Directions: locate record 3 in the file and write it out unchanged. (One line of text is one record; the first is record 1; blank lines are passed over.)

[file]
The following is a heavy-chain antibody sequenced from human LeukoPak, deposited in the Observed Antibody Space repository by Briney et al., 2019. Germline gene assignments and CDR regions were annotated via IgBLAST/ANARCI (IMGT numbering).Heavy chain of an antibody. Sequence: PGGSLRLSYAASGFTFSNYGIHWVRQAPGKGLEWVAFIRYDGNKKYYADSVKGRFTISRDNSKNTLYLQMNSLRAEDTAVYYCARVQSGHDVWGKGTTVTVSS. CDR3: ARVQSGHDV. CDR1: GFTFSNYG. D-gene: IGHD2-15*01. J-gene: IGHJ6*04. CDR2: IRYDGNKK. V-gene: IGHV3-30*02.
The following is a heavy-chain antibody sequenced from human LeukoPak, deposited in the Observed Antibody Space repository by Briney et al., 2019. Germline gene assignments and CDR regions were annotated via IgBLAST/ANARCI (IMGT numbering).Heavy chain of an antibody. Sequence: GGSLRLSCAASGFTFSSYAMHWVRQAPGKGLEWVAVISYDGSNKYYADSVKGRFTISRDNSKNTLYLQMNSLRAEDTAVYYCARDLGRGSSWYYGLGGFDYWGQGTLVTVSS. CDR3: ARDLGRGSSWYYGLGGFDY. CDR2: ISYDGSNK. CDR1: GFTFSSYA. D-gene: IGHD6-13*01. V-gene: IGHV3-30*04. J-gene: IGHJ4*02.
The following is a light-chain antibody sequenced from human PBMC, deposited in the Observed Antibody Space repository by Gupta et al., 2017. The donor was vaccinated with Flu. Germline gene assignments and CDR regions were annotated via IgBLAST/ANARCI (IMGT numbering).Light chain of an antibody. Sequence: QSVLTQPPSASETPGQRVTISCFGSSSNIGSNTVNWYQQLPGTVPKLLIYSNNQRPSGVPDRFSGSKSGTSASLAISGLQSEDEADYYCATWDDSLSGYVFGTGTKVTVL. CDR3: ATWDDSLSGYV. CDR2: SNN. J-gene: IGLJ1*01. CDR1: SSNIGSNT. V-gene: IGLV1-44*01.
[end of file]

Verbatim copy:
The following is a light-chain antibody sequenced from human PBMC, deposited in the Observed Antibody Space repository by Gupta et al., 2017. The donor was vaccinated with Flu. Germline gene assignments and CDR regions were annotated via IgBLAST/ANARCI (IMGT numbering).Light chain of an antibody. Sequence: QSVLTQPPSASETPGQRVTISCFGSSSNIGSNTVNWYQQLPGTVPKLLIYSNNQRPSGVPDRFSGSKSGTSASLAISGLQSEDEADYYCATWDDSLSGYVFGTGTKVTVL. CDR3: ATWDDSLSGYV. CDR2: SNN. J-gene: IGLJ1*01. CDR1: SSNIGSNT. V-gene: IGLV1-44*01.